Gyllenhaal, absent for the bulk of the film, is typically solid, a classic man wrestling with pride and failed ambition. He has a soft voice I never tire of hearing, which lends him the ability to achieve a level of tenderness many leading men wish they could reach. A small but moving moment occurs when he embarks on his soul-searching journey, as he kisses Joe and tells him grown men can love each other too. Clues are given that this isn’t the first time Jerry has disengaged from life, and while he has his fair share of problems, the film never leads you to believe he’s truly abandoned his family.
But this is Jeanette’s show through and through, and to her the feeling of abandonment has been burgeoning long before Jerry decided to become a firefighter. Mulligan, in what is probably a career best performance and easily my favorite of the year, imbues her with a nervous but commanding energy, constrained by her suffocating circumstances while also ready to embrace a new stage in life—or more likely, return to a previous one. Throughout the film she makes references to her life before becoming a mother, repeatedly hinting to Joe about her discontent until it finally proves too strong to conceal. She begins a not-so-secret affair with Warren Miller (Bill Camp, kind but also intimidating), an older, wealthy veteran who owns a car dealership in town. The film reaches a fever pitch at Miller’s house, when Jeanette, dressed in a lime green “desperation dress”, drags Joe over for a dinner he clearly doesn’t want to attend. Suffice to say, she ends up unnerving her son, partly due to her drinking too much, partly due to her finally embracing the overwhelming confusion she’s experiencing. I guarantee after you watch this film, you won’t be able to get Mulligan’s “Cha cha cha” chant out of your head.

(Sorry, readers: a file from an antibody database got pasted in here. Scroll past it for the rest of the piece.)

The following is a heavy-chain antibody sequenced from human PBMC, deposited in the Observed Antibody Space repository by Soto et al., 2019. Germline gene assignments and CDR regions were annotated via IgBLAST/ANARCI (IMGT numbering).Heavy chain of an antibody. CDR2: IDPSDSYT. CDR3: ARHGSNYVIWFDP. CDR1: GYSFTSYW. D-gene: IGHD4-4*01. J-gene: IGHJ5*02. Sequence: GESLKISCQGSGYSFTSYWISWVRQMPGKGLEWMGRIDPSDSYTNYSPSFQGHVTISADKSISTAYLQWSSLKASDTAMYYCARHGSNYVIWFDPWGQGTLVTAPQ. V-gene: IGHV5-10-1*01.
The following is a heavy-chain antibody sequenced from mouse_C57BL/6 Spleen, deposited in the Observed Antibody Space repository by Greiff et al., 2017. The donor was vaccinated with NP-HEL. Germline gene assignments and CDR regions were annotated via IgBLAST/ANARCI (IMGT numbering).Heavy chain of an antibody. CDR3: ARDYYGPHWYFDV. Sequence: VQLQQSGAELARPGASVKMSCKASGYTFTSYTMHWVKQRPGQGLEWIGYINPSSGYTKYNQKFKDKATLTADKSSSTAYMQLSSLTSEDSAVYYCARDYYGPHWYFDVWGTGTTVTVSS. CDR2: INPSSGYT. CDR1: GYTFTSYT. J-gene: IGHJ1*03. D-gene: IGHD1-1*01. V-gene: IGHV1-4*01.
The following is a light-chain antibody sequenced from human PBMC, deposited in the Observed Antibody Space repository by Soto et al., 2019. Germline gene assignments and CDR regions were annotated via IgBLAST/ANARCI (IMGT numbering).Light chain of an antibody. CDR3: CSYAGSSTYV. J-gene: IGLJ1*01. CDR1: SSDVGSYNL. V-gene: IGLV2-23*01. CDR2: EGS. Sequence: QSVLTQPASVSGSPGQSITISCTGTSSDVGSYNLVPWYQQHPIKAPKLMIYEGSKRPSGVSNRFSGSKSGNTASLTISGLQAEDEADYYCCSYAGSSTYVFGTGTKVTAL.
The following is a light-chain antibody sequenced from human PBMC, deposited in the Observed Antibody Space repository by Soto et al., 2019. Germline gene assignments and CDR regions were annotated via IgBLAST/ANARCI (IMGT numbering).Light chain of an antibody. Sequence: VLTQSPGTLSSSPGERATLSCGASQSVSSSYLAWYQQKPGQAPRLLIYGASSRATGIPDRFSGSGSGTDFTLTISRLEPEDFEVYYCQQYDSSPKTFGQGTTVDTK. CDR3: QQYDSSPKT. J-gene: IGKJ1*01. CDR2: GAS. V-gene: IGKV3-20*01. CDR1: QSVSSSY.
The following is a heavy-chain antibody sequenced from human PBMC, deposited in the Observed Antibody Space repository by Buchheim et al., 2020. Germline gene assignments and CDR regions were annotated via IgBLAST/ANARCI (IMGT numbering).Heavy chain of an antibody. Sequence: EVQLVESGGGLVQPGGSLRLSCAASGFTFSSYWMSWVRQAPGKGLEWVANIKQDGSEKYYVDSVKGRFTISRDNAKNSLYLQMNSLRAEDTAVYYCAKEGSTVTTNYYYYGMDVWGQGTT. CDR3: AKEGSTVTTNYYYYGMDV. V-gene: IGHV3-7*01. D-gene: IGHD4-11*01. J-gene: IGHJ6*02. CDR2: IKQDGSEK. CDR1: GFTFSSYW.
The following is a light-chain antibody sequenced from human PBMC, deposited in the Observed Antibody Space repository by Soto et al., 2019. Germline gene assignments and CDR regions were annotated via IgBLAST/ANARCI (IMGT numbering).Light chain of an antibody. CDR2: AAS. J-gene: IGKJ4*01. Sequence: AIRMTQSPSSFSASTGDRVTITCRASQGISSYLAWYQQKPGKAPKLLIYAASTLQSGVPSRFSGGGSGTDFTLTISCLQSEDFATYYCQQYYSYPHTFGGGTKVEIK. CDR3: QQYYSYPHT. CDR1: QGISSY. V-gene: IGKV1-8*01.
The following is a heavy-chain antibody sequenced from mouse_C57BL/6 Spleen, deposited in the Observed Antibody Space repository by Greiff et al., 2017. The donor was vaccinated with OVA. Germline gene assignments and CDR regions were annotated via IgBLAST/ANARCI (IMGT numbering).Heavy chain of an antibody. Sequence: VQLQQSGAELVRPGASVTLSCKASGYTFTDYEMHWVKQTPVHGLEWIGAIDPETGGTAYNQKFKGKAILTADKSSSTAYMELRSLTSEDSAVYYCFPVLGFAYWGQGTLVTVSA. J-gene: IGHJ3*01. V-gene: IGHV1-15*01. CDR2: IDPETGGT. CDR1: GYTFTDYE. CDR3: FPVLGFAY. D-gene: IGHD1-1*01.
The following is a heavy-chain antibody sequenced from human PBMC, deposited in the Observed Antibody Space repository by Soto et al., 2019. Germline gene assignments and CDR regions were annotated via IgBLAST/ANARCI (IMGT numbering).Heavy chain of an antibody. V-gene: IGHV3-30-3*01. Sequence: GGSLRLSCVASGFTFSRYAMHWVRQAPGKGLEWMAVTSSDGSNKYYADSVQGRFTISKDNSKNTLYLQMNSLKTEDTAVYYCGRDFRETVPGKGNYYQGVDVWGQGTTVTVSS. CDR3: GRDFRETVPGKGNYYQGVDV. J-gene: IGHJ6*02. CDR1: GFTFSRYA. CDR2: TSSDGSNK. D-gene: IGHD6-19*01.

It also doesn’t hurt that the film is a looker, with Dano and DP Diego García electing to keep things spare, letting the natural beauty of Montana do the talking. Aside from a few pivotal pans and the occasional tracking shot, the camera rarely moves, preferring to hone in on facial expressions and the conflicted emotions smoldering underneath. Due to the late fall/early winter season, the color palette of the environment is fairly muted, and it helps highlight the oppressive loneliness Jeanette feels.
We should consider ourselves lucky. Rarely do directorial debuts wind up achieving even a fraction of the depth and craftsmanship on display in Wildlife. Dano has long proven himself in front of the camera, and it seems he is poised to join the long list of actors turned quality directors. Likewise, Dano should consider himself lucky, because without a cast of this magnitude who knows how the film would have turned out. Everything comes together perfectly to create a touching portrait of a mid-century dysfunctional family, anchored by a radiant actress at the height of her powers. More domestic dramas about struggling women please.